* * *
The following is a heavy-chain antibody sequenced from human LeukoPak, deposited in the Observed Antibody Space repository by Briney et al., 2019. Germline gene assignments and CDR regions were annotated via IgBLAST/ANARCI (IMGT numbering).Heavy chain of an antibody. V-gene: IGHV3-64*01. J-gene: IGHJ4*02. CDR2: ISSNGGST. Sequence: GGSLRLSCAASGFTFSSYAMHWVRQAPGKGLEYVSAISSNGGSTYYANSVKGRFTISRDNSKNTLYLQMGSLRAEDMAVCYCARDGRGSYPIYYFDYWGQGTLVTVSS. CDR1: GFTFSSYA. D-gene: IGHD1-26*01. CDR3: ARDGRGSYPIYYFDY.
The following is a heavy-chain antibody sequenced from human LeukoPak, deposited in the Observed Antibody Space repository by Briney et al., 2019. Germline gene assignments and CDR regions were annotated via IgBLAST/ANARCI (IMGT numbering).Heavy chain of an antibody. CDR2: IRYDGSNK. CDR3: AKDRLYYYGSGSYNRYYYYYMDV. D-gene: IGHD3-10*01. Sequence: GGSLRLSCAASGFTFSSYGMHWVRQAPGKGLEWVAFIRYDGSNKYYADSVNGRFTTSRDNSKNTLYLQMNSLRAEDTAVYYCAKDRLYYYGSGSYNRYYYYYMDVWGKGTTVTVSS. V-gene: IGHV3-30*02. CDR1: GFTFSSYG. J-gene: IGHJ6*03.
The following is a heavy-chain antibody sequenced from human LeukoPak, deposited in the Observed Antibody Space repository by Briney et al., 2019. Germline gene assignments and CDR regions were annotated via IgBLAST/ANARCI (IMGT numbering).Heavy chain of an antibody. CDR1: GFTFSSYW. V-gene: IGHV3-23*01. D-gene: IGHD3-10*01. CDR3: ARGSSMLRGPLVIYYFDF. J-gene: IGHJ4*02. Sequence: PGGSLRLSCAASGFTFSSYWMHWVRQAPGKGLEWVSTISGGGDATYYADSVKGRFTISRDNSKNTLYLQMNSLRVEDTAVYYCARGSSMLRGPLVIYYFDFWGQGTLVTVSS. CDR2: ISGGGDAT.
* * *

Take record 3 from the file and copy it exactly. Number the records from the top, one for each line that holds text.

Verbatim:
The following is a heavy-chain antibody sequenced from human LeukoPak, deposited in the Observed Antibody Space repository by Briney et al., 2019. Germline gene assignments and CDR regions were annotated via IgBLAST/ANARCI (IMGT numbering).Heavy chain of an antibody. CDR1: GFTFSSYW. V-gene: IGHV3-23*01. D-gene: IGHD3-10*01. CDR3: ARGSSMLRGPLVIYYFDF. J-gene: IGHJ4*02. Sequence: PGGSLRLSCAASGFTFSSYWMHWVRQAPGKGLEWVSTISGGGDATYYADSVKGRFTISRDNSKNTLYLQMNSLRVEDTAVYYCARGSSMLRGPLVIYYFDFWGQGTLVTVSS. CDR2: ISGGGDAT.